This wide range of initial activities and innovation has sort of snowballed and just kept going and now we have all kinds of data-based solutions to help companies now plan to get back to work part of this whole pandemic.
That’s cool and quite multifaceted so good for you guys. Have you had any initial feedback about the way that you’ve modified your offering and the support that you’re giving?
We’ve had a ton of clients sign up. It looks like it’s probably 4x our best quarter in terms of volume of sign-ups. Since that’s complimentary or free initially, we expected that to a degree, but the overall feedback on a platform that you can turn on in a matter of hours, and deliver to all your employees access to healthcare, how to get digital care in a personalized way, and then get data insights to help you make smart decisions on back-to-work, forecasting costs, news benefits that you should offer – that feedback has been awesome so far. And the good news is we’re just going to keep innovating.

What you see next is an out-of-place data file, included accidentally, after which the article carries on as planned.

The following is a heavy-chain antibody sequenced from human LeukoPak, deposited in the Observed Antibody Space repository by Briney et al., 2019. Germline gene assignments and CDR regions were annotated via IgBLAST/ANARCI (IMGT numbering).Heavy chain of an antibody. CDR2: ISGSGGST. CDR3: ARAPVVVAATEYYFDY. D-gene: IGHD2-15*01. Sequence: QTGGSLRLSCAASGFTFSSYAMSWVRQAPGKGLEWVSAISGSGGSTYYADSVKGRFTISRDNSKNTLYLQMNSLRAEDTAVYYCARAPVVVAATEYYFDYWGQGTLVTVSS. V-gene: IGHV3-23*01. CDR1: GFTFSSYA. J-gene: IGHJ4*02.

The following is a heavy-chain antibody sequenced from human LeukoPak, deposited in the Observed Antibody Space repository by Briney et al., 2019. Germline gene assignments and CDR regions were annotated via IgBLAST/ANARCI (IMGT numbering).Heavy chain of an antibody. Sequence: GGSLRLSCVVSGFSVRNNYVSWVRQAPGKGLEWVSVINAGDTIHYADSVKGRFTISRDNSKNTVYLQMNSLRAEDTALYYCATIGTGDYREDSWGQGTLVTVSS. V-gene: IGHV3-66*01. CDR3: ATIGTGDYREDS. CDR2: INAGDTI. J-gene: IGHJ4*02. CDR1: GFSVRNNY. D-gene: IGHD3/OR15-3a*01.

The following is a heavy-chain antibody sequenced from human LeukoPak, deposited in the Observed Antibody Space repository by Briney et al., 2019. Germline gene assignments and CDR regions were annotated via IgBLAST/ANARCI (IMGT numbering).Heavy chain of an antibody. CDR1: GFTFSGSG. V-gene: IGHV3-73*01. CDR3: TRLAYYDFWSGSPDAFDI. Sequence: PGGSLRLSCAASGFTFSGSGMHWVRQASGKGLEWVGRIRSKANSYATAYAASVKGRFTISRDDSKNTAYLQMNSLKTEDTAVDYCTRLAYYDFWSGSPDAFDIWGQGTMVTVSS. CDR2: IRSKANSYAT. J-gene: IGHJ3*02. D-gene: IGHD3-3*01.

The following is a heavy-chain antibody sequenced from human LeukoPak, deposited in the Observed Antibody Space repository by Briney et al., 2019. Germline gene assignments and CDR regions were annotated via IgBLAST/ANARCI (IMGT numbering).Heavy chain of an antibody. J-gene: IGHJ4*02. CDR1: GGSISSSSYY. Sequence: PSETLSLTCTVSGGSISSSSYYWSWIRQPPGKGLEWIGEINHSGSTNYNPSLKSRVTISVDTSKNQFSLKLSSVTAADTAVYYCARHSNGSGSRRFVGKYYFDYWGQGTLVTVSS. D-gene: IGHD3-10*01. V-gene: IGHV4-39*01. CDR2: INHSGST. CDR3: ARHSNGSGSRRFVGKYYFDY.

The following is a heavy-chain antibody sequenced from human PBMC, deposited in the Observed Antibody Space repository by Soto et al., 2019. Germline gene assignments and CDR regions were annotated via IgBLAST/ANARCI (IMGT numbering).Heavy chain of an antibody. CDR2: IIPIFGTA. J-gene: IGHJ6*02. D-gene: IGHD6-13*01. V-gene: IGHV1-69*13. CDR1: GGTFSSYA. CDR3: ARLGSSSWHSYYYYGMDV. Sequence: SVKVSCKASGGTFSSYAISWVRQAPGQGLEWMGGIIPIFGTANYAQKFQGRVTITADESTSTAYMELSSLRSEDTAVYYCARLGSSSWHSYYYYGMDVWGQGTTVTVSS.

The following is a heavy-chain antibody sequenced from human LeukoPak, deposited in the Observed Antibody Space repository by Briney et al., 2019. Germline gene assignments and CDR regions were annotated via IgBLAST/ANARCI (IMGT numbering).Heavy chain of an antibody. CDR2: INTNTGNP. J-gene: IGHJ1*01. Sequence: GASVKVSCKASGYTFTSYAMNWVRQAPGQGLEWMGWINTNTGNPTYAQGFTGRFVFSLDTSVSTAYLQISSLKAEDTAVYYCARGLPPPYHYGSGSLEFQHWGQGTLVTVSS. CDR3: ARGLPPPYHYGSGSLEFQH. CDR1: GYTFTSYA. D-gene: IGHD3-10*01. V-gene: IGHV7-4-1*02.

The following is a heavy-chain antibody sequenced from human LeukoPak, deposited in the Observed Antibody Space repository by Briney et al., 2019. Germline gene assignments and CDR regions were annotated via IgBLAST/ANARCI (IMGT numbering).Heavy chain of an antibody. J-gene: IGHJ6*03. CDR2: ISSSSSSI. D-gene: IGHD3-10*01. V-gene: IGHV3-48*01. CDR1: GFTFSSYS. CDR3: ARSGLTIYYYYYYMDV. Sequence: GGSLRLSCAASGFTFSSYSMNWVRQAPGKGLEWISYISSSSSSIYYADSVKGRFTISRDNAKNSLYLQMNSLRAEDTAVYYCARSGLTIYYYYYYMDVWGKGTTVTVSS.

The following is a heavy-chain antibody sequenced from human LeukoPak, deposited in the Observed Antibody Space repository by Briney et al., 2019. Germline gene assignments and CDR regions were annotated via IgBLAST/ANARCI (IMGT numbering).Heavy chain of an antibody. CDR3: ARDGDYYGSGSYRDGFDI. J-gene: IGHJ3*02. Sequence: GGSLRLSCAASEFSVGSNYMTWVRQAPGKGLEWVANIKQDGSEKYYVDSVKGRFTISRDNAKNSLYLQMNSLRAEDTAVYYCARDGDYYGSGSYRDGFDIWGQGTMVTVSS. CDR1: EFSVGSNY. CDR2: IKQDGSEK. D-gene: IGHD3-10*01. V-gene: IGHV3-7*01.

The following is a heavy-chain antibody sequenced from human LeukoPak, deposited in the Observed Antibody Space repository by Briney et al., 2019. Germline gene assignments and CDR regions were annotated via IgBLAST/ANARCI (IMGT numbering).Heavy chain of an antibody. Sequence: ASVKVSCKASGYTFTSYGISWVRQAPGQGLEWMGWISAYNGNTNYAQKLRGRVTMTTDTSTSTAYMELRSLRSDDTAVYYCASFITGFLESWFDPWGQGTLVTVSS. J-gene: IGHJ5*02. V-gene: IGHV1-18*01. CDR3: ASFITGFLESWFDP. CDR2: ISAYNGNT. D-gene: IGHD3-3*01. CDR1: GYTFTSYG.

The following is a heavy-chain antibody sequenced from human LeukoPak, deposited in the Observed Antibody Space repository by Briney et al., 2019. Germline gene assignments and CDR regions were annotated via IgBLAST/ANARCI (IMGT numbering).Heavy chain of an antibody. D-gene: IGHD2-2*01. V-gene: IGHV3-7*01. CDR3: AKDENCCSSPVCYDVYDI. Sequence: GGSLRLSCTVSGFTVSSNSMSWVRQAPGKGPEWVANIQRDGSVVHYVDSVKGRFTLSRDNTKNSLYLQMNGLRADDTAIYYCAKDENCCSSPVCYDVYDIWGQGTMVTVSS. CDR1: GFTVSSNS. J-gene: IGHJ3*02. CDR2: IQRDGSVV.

I think from the largest companies in Canada and the US on down to the smallest companies this idea for how we go back to work is kind of a tummy rub right now.
I think from the largest companies in Canada and the US on down to the smallest companies this idea for how we go back to work is kind of a tummy rub right now. We’ve never gone through anything like this. What we’ve presented to business leaders is a data-driven approach based on real-time COVID data, location data, contact tracing and then of course employee health data to keep everybody safe.